The curl and libcurl source code have been carefully written to build and run on virtually every computer platform in existence. This can only be done through hard work and by adhering to a few guidelines (and, of course, a fair amount of testing).
A golden rule is to always add #ifdefs that checks for specific features, and then have the setup scripts (configure or CMake or hard-coded) check for the presence of said features in a user's computer setup before the program is compiled there. Additionally and as a bonus, thanks to this way of writing the code, some features can be explicitly turned off even if they are present in the system and could be used. Examples of that would be when users want to, for example, build a version of the library with a smaller footprint or with support for certain protocols disabled, etc.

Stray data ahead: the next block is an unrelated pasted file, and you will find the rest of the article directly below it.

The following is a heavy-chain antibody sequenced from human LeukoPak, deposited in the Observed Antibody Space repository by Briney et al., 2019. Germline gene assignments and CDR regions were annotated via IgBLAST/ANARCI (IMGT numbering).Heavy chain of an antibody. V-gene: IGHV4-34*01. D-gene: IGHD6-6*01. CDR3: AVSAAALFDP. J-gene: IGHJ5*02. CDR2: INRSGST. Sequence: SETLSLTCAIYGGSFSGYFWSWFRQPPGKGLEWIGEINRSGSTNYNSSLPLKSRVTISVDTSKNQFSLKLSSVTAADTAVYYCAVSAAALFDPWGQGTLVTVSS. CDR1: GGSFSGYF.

The project sometimes uses #ifdef protection around entire source files when, for example, a single file is provided for a specific operating system or perhaps for a specific feature that is not always present. This is to make it possible for all platforms to always build all files—it simplifies the build scripts and makefiles a lot. A file entirely #ifdefed out hardly adds anything to the build time, anyway.
Rather than sprinkling the code with #ifdefs, to the extent where it is possible, we provide functions and macros that make the code look and work the same, independent of present features. Some of those are then empty macros for the builds that lack the features.
Both TLS handling and name resolving are handled with an internal API that hides the specific implementation and choice of 3rd party software library. That way, most of the internals work the same independent of which TLS library or name resolving system libcurl is told to use.